both customers of Anderson & Sheppard, the tailoring house that became synonymous with this look. But look closely at the clothes worn by Astaire and you’ll see an incredible impeccability of fit. His shoulders, though long and unpadded, are the perfect width to bestow a suggestion of heroism. His chest, though full, is made with just the perfect amount of drape to build muscularity without descending into sloppiness. His waist is elegantly suppressed; his sleeves, though large at the area around the arm, scythe then narrow sleekly to his cuff. Despite the fact that soft tailoring does not hug the body in the way that military-inspired clothes do, you could make the argument that it is even more challenging, and necessitates even more precision, to create the perfect amount of drape. A soupçon of cloth too much across the chest and over the shoulder blades, and the jacket might descend into formlessness rather than sculpting the perfectly balanced soft silhouette. Fortunately for those looking for this level of perfection, Steven Hitchcock of Savile Row creates some of the very best soft-tailored clothes in the world. If the name sounds familiar, that’s because Steven is the son of John Hitchcock, the Managing Director and head cutter of the legendary Anderson & Sheppard. Steven embarked on his journey in 1990 and spent four years as an apprentice jacket-maker ,and then five years learning to cut and fit clothing under the tutelage of both his father and the legendary Norman Halsey. He has been running his own business for a decade-and-a-half, with 23 years in the tailoring industry. He first came to my attention when I ran into my friend James Dowling, who was wearing one of the nicest drape-cut tweed coats I’d ever seen, in a succulent ‘pinot noir’ colour no less. It was beautifully balanced, and had the lovely signature drape across the chest and back that reminded me of the iconic second-century- BC statue Winged Victory of Samothrace, found in the Louvre. In that work, marble comes to life with vibrant, diaphanous ripples of fabric expressing strength and energy, and Steven’s coat, similarly, seemed to literally vibrate with a sense of awareness of its environment, like a beautifully cut living organism.I was immediately intrigued. In my mind, an image began to form of a check coat. I saw a soft-tailored, drape sports jacket that tapped into the spirit of the ’70s, with huge, 4½-inch-wide, notched, high-gorge lapels to break up the volume of the chest drape. There would be a patch pocket to tease a bit of volume back in, and a single buttoning point — a sole axis on which on the carefully sculpted cloth pivoted — and a highly flared skirt, so that the energy created in the chest flowed through the waist and was regenerated again through the hips to create a prevailing sense of empowerment. The idea of the perfect drape-cut coat is an enormously appealing one, once you get around the concept of its very particular silhouette. Even one of my favorite tailors, Lorenzo Cifonelli, whose amazing lean-chested house-style exists in polar opposition to the British drape, once told me, “You know, I would actually like to try one drape coat just to see what it was like.” I had written in the past that I had reached an age where comfort had started to become a priority, and with that, I found myself inexorably guided to Steven Hitchcock’s doorstep. Entering his premises, I immediately connected with Hitchcock’s generosity with his time and energy. Says Hitchcock, “I don’t aspire to make a huge volume of clothing. I want to make sure that each and every coat is fitted and cut by me, so that every garment that leaves here is perfect.” We began with fabric selection, and arrived at a check Scabal fabric in a weight that was not naturally conducive to drape, because of its relative lightness. Rather than steer me aside, Steven seemed to genuinely revel in the challenge. Grinning, he remarked, “It’s true that heavier cloths like flannel drape the best, but I also love to make drape clothes in lightweight fabrics — even linen or cotton — because you have to be really precise with the fit.” While some other soft-tailoring houses believe that one single fitting is all they need before final delivery, Steven insists on both a baste fitting as well as a forward fitting before the final fitting. I am of the opinion that in the baste fitting, you can already tell whether the tailor has got it right or wrong. And if it is wrong, no amount of tweaking is going to make a significant difference. You can already, at the baste-fitting stage — where the cloth cut from your pattern is basted together in the most rudimentary way — also see the signature of the cutter: you can discern what his unique perspective on tailoring is and tell not only how well he has understood your physical form, but also how well he has been able to reach into your mind’s eye and comprehend what your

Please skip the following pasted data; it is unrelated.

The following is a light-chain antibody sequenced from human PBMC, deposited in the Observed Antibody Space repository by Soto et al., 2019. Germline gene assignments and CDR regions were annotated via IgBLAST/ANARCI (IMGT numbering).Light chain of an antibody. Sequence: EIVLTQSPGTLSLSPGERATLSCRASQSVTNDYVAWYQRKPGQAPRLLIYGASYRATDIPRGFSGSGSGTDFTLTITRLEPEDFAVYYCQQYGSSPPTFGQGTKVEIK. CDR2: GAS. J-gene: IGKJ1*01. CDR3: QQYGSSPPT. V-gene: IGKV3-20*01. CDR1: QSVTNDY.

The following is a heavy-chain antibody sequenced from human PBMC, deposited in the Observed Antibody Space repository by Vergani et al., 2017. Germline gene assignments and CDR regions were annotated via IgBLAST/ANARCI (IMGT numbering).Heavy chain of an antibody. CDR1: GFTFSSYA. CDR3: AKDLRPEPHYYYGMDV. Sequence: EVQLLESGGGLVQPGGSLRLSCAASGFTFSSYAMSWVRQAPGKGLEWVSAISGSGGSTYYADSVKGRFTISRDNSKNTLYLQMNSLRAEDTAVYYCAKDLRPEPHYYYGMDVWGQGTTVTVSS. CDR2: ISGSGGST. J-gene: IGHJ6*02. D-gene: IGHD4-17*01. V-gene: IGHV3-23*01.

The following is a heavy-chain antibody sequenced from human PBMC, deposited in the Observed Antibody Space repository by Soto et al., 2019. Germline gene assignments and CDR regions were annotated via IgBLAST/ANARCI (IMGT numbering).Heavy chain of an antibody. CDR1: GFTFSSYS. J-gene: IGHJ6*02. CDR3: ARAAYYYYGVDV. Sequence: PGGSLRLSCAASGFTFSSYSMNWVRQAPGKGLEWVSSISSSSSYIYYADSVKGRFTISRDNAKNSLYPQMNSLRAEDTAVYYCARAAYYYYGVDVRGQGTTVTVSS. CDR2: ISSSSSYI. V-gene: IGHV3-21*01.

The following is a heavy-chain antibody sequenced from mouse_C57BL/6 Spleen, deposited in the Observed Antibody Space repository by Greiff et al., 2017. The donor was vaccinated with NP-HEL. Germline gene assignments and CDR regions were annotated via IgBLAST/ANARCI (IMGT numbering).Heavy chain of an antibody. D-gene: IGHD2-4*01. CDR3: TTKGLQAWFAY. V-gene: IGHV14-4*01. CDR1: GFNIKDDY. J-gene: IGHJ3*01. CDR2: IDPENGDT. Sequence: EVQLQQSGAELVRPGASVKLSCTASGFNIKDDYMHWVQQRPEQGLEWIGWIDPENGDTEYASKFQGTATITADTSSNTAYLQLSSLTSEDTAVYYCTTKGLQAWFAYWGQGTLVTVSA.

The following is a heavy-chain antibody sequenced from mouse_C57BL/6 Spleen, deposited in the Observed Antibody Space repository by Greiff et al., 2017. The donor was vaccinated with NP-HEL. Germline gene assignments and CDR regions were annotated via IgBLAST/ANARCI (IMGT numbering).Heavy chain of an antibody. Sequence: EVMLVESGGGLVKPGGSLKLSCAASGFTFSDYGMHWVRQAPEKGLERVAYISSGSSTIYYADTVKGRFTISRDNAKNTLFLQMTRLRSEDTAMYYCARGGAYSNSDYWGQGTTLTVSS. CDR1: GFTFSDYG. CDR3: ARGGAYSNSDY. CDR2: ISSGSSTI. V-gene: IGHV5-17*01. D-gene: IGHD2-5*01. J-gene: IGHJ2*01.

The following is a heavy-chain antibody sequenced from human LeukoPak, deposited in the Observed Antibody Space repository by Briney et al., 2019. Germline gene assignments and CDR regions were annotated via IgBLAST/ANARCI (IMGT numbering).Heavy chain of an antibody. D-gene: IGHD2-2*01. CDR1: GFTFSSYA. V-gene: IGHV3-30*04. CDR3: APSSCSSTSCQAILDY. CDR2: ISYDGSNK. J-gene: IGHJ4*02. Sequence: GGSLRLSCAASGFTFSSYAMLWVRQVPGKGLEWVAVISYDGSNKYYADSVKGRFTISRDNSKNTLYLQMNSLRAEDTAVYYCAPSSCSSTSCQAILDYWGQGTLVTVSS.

aspirations were. In every instance, Steven simply got it right. At every stage, he precisely understood what I wanted and transmitted these inchoate desires into form. He has a particular ability to almost read your thoughts and give them life through his manipulation of cloth that could be described as alchemic. “This is why it is so important that I work with every client that walks through my door,” he explains. “The thing is, when you go to other firms, you may not know the person who is measuring you or fitting you, or cutting your coat. It may be several different people that end up doing this, and there is no continuity of thought and expression from one person to the next. I oversee the total process of each garment, so I’m always thinking about what the client wants and can ensure that this is purposely communicated at every stage.” Throughout the process, Steven pushed himself to the extreme. Not content with a simple half-lined ‘buggy back’ coat, he sought out aLibertyprinted fabric to pipe the fabric edges and inserted a witty clin d’oeil, a Libertyprint-covered button that is meant to be worn unbuttoned and hidden. Each time I put the coat on, I was awed by its comfort, its lightness on the body. Even during fittings, I would forget I had it on, which, to me, is always the signifier of a perfectly fitted garment. I experienced a liberation that allowed me to commit physical acts, such as bending to tie my shoelaces or reaching to help pick up my photographer’s bag, that in more restrictive clothing would have been impossible. As the coat took shape over the weeks when I met Steven, I could tell it was a triumph, a magnificent representation of the true power of British drape to sculpt, energise and bring forth expressiveness, while maintaining the perfect harmony between comfort, rakishly dégagé spirit and beauty.